Selfridges Naked Vault Launch; A Missed Opportunity

This is the face of someone who was unsuccessful in purchasing the Urban Decay Naked Vault.
This is the face of someone who was unsuccessful in purchasing the Urban Decay Naked Vault.

Like many I have been waiting weeks for the Urban Decay Naked Vault launch; I was a bit wary about the way the launch would be managed, following the announcement from Selfridges that only people using a link (sent via an email to be issued the following morning) would be able to purchase the Vault.

Now Selfridges had already advised that there were over 14,000 people on the waiting list, and only 60 sets on sale; considering that Selfridges ships internationally and not just within the UK this seemed absurd. 60. Six-zero. Absolutely baffling. Considering the hype on forums such as Twitter and Facebook in the weeks running up to the launch you would think that the buyers for Selfridges would have done a quick assessment and ordered a few more from Urban Decay; let’s be honest, it couldn’t be that difficult considering that all of the products featured are permanent products in the Naked line. As one person stated on Twitter, Selfridges have missed out on an opportunity to shift a lot of units.

Aside from the extreme probability issues related to getting your hands on the Naked Vault (1/233), the way that the release was handled on launch day in my opinion was nothing short of a fiasco. Selfridges advised that an email would be sent to everyone who had signed up to the waiting list at 8am, at the same time the Vault went live. Really? You’re going to send over 14,000 emails at the exact time the product goes live? What could possibly go wrong with that?!?! Surely it would be more sensible to send the email an hour before, so that everyone would have the email in time? Surely that would be the most fair way to launch the vault? Ahem.

Of course the next morning I was eagerly awaiting my email, like many other beauty lovers ( beautyphiles?); 8am came and went, no email. I was talking to people on Twitter throughout, many had also not received the email by 8.03, 8.05, 8.07… I received my email just before 8.08; I clicked on the link, put the Vault in my basket went to checkout, and received a message saying that I couldn’t buy the item as there was no price attached. I closed the screen, went back through the link and found that the item was out of stock. I was beyond annoyed.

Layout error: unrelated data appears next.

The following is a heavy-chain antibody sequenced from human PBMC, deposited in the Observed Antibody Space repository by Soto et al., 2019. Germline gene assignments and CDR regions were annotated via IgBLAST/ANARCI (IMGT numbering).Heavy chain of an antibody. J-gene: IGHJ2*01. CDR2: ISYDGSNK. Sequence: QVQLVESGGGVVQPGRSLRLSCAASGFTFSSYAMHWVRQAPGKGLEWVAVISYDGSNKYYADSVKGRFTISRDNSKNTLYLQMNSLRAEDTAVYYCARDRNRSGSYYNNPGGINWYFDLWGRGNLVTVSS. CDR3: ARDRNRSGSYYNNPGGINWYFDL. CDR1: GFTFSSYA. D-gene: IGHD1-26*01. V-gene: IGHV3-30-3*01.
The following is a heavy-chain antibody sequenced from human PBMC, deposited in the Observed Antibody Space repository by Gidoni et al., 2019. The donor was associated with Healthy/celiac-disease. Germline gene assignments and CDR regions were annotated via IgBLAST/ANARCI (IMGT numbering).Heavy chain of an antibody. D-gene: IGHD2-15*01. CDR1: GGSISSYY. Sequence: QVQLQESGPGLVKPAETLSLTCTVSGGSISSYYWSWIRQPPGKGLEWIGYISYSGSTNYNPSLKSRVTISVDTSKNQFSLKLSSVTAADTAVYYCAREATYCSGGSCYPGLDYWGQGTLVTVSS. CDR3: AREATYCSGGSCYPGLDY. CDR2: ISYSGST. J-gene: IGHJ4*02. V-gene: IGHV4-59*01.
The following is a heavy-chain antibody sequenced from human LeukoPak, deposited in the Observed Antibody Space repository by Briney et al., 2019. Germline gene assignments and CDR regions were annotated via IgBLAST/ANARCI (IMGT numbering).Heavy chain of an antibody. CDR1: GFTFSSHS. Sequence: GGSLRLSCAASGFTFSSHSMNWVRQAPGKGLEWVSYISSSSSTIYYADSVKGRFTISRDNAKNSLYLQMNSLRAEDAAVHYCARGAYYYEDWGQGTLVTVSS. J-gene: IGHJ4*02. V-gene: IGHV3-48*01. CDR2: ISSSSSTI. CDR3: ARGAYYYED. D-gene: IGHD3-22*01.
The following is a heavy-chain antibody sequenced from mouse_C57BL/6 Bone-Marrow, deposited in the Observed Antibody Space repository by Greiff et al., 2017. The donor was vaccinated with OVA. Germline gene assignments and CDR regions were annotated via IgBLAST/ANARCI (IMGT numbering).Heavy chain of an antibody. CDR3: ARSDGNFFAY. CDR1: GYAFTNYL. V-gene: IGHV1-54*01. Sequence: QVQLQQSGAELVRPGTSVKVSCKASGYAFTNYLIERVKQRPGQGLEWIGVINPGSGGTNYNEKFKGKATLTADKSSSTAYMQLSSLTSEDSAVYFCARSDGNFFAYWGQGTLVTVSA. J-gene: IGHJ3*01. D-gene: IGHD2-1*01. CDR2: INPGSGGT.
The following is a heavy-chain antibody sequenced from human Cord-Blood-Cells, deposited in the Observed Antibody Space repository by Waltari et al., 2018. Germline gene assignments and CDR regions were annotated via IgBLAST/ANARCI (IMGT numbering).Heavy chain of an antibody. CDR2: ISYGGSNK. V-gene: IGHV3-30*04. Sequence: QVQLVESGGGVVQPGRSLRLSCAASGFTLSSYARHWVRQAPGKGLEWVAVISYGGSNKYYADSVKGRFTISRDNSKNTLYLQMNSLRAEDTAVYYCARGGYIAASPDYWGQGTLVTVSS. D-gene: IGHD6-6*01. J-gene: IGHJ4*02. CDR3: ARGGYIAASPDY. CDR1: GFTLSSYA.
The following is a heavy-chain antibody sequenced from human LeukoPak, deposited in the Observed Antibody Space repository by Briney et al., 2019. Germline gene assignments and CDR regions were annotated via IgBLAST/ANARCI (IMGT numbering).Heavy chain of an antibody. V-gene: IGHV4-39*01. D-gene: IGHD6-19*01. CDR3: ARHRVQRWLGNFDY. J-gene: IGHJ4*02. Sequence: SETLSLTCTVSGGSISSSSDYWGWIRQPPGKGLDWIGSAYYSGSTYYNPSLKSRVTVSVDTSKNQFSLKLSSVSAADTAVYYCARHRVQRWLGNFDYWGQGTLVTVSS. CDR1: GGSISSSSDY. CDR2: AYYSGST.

I discussed this issue on Twitter over the next hour, and many people had experienced the same problem. It turned out that the Vault had sold out in under a minute, before, it seems, the majority of people even received their email. Later in the day Selfridges issued a tweet stating that all emails were sent by 8am, and that any delays were caused by the user email servers; there was a lot of disbelief expressed at this statement, for one thing many people were sending themselves/ getting loved ones to send emails to check that the issue wasn’t with their emails, around the time of the launch, and reported no issues. Some tweeters even suggested that Selfridges had purposefully staggered the emails to prevent their website being overwhelmed.

Overall, no one was happy with the way the launch was managed, but Selfridges should be able to take away lessons from this for future launches:

  1. Market/ product research is vital: if Selfridges had released the waiting list a few weeks/ months earlier they wouldn’t have been “overwhelmed” by the interest in the Naked Vault, and would have been able to request more product from Urban Decay (on the basis that such stock was available, but see my comment above about the Naked line).
  2. If customers will need to use an email link to purchase the item, ensure that it is sent in advance of the product going live (say 1-2 hours before) – this way, when stock is limited everyone has a fair chance to get in there. By sending the email so close to the launch there were bound to be issues with servers, and with the size of the waiting list I would be surprised if they had been able to send all 14,000 emails without having to do it in batches.
  3. Don’t make excuses if something doesn’t go right; see points 1 & 2 – clearly more thought and planning could have gone into the launch. It appears that Selfridges was genuinely surprised by the amount of interest in the Naked Vault, the initial launch was due to go live on the 1st November according to Urban Decay’s PR. The list and email seemed to be last minute solutions to try and deal with all the interest, and (I’m sorry) but in my opinion it was executed poorly. The 60 people who managed to get their hands on the Vault will undoubtably be very happy right now, that leaves at least 13,940 potential customers that are not so happy. A lot of people say they didn’t even receive the initial email confirming the release date/ time and details about the utilisation of a link email; I signed up using two different email addresses as a back up, and I only received notification on one account. Many people have tweeted stating that they will not be buying anything from Selfridges in future, and if they are anything like me, they currently spend a lot of money on beauty products.

Unfortunately, I didnt manage to get the vault and have consoled myself by ordering the Too Faced Everything Nice palette from Sephora, this in itself speak volumes about missed opportunities for Selfridges. Selfridges posted lots of ideas for substitutes for the people that didn’t get the Vault, but considering how things were managed, I wonder how many people actually looked at these suggestions and made a purchase? My guess would be not many, I know that in my anger and frustration I went to another retailer.


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